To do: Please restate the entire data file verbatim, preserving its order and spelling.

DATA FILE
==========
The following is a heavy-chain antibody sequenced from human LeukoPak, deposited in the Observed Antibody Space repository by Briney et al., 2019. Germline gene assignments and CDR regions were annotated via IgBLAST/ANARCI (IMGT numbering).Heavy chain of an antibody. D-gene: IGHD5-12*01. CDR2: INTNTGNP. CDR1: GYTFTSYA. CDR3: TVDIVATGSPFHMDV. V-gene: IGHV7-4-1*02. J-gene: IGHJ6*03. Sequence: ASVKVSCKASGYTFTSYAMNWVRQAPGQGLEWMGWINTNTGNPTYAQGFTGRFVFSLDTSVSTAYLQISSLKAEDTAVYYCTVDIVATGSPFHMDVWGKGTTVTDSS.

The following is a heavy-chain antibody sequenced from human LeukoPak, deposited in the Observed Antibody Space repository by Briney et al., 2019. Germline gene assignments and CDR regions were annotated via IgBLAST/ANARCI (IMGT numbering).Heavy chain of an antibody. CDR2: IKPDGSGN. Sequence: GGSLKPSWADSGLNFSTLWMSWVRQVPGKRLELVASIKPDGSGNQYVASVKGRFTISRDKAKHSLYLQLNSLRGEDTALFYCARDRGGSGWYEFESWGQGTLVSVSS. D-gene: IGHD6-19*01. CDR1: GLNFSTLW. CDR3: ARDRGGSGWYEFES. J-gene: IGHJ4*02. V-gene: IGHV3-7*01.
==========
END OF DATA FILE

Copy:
The following is a heavy-chain antibody sequenced from human LeukoPak, deposited in the Observed Antibody Space repository by Briney et al., 2019. Germline gene assignments and CDR regions were annotated via IgBLAST/ANARCI (IMGT numbering).Heavy chain of an antibody. D-gene: IGHD5-12*01. CDR2: INTNTGNP. CDR1: GYTFTSYA. CDR3: TVDIVATGSPFHMDV. V-gene: IGHV7-4-1*02. J-gene: IGHJ6*03. Sequence: ASVKVSCKASGYTFTSYAMNWVRQAPGQGLEWMGWINTNTGNPTYAQGFTGRFVFSLDTSVSTAYLQISSLKAEDTAVYYCTVDIVATGSPFHMDVWGKGTTVTDSS.

The following is a heavy-chain antibody sequenced from human LeukoPak, deposited in the Observed Antibody Space repository by Briney et al., 2019. Germline gene assignments and CDR regions were annotated via IgBLAST/ANARCI (IMGT numbering).Heavy chain of an antibody. CDR2: IKPDGSGN. Sequence: GGSLKPSWADSGLNFSTLWMSWVRQVPGKRLELVASIKPDGSGNQYVASVKGRFTISRDKAKHSLYLQLNSLRGEDTALFYCARDRGGSGWYEFESWGQGTLVSVSS. D-gene: IGHD6-19*01. CDR1: GLNFSTLW. CDR3: ARDRGGSGWYEFES. J-gene: IGHJ4*02. V-gene: IGHV3-7*01.